And I’m wondering if you had connections with anybody like that at Etsy and what you saw about them as professionals that you either were like, why like, couldn’t I, couldn’t I be set up in my org or in my context, more like they’re set up in theirs. Was there a model there that, that you could learn from, or did you try, or just kind of curious what you saw with that?
Abby: Yeah, no, there was a lot of learning coming from the engineering org. So when I, when I got to Etsy the level that I had and the title that I had was not seen in design yet. So having staff in design had not happened. And so all of the specification about that level actually started from engineering and engineering is like the sort of like backbone of that culture.
So they have a really, really detailed way of looking at career paths and leveling. And that was something that through my entire time at Etsy, there was sort of like this want to have a similar version in design. But to be honest, it always started to fall down in that specialist versus generalist conversation of like, if you are a product designer at Etsy, but you don’t have full stack skills, what is your position?
Like, are you a specialist? Do you get traded only on to teams that have that particular need? Like how is that all kind of going to come together? And so the team that I found myself on by the time I left was the structured data team. Ripe with engineers. And you know, we didn’t even have a designer until a month before I left that project.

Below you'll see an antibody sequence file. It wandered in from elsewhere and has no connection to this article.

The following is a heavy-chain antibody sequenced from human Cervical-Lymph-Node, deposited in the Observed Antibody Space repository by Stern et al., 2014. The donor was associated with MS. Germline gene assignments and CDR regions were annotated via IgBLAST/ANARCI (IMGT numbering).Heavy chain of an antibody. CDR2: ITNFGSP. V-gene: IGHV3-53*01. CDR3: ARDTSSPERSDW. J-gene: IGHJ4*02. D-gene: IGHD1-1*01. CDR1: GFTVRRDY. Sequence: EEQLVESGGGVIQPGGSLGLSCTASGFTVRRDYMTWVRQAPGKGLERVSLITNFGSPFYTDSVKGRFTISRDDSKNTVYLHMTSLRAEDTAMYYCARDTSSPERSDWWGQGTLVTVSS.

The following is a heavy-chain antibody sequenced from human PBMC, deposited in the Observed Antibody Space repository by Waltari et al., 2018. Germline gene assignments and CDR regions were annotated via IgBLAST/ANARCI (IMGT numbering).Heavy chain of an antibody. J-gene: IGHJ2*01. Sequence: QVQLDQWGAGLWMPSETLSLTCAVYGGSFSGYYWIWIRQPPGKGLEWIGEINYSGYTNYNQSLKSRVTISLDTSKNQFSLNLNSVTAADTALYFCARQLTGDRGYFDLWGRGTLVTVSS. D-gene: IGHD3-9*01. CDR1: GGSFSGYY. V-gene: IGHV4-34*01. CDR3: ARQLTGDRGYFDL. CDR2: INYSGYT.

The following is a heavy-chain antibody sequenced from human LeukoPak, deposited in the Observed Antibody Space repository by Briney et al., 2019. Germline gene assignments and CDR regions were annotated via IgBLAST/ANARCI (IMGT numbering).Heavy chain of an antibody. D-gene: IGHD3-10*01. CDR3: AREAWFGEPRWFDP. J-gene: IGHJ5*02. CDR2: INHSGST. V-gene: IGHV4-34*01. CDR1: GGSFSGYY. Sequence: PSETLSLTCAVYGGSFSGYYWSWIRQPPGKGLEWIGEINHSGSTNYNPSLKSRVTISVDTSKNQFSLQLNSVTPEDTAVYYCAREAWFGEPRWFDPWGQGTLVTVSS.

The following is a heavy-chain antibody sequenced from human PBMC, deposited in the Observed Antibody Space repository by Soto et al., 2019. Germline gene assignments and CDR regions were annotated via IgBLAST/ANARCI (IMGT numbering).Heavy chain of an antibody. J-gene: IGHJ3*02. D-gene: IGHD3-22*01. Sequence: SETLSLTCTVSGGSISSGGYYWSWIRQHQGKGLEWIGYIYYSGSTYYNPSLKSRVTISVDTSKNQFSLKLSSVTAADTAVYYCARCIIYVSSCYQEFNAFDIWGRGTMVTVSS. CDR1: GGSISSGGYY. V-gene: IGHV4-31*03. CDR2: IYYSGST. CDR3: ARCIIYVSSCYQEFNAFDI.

So it was very much kind of like finding people that were very close to my own kind. I wouldn’t call them weirdos. I call them very cool people that care about data. But it was a really messy environment where like I could, I could give them a perspective that was an additional layer on top of the perspective they already had about a pretty big move they wanted to make from a data standpoint, from traditional taxonomies to more of an ontology type of system for, for product understanding. And so there was a lot of opportunities for me to see, like, how do architects work when it is on the engineering side? And what I found was the difference really was about people understanding what they do.
People understand what a data architect does. They understand because they literally own these tables full of data that other people need to do their jobs. ‘ cause, I didn’t have that concretized thing that I own, that became like, well, what do you do if you can’t own words. That’s not a job. You can’t just own all structures. That’s not a job.